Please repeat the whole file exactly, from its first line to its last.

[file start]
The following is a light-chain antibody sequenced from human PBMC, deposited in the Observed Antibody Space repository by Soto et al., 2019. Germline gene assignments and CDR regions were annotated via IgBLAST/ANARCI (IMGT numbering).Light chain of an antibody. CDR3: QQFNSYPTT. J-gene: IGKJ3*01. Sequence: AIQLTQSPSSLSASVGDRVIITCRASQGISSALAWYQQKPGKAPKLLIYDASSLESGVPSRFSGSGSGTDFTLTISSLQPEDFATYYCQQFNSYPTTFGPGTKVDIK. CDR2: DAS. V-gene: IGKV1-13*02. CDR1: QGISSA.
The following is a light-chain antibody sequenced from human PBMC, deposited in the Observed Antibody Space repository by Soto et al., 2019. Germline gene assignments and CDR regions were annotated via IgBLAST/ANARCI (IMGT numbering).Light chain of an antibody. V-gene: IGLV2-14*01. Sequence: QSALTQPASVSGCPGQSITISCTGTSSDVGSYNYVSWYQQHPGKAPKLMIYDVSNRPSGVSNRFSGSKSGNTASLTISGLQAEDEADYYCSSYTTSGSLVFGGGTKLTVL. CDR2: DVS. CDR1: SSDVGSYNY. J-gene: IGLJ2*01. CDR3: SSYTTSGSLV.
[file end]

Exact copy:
The following is a light-chain antibody sequenced from human PBMC, deposited in the Observed Antibody Space repository by Soto et al., 2019. Germline gene assignments and CDR regions were annotated via IgBLAST/ANARCI (IMGT numbering).Light chain of an antibody. CDR3: QQFNSYPTT. J-gene: IGKJ3*01. Sequence: AIQLTQSPSSLSASVGDRVIITCRASQGISSALAWYQQKPGKAPKLLIYDASSLESGVPSRFSGSGSGTDFTLTISSLQPEDFATYYCQQFNSYPTTFGPGTKVDIK. CDR2: DAS. V-gene: IGKV1-13*02. CDR1: QGISSA.
The following is a light-chain antibody sequenced from human PBMC, deposited in the Observed Antibody Space repository by Soto et al., 2019. Germline gene assignments and CDR regions were annotated via IgBLAST/ANARCI (IMGT numbering).Light chain of an antibody. V-gene: IGLV2-14*01. Sequence: QSALTQPASVSGCPGQSITISCTGTSSDVGSYNYVSWYQQHPGKAPKLMIYDVSNRPSGVSNRFSGSKSGNTASLTISGLQAEDEADYYCSSYTTSGSLVFGGGTKLTVL. CDR2: DVS. CDR1: SSDVGSYNY. J-gene: IGLJ2*01. CDR3: SSYTTSGSLV.